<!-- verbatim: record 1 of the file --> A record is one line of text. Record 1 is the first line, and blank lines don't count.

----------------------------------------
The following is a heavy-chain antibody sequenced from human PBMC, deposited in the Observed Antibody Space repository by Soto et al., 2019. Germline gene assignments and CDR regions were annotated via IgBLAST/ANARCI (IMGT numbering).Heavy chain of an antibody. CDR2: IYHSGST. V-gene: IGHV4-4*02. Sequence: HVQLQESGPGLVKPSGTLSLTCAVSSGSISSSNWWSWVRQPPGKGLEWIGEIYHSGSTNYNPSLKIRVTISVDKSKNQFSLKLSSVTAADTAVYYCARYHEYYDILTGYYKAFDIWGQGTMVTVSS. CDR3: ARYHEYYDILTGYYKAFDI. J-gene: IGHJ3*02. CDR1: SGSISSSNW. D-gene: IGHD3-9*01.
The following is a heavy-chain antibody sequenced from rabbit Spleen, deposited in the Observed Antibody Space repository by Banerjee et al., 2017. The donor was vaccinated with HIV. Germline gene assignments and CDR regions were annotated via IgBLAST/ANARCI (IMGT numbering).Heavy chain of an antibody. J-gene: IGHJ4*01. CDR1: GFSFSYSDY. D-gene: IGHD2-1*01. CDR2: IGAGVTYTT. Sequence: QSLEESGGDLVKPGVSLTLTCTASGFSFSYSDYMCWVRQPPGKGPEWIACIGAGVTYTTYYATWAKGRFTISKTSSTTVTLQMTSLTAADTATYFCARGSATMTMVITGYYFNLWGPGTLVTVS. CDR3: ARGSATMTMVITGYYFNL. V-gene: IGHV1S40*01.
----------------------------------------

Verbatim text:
The following is a heavy-chain antibody sequenced from human PBMC, deposited in the Observed Antibody Space repository by Soto et al., 2019. Germline gene assignments and CDR regions were annotated via IgBLAST/ANARCI (IMGT numbering).Heavy chain of an antibody. CDR2: IYHSGST. V-gene: IGHV4-4*02. Sequence: HVQLQESGPGLVKPSGTLSLTCAVSSGSISSSNWWSWVRQPPGKGLEWIGEIYHSGSTNYNPSLKIRVTISVDKSKNQFSLKLSSVTAADTAVYYCARYHEYYDILTGYYKAFDIWGQGTMVTVSS. CDR3: ARYHEYYDILTGYYKAFDI. J-gene: IGHJ3*02. CDR1: SGSISSSNW. D-gene: IGHD3-9*01.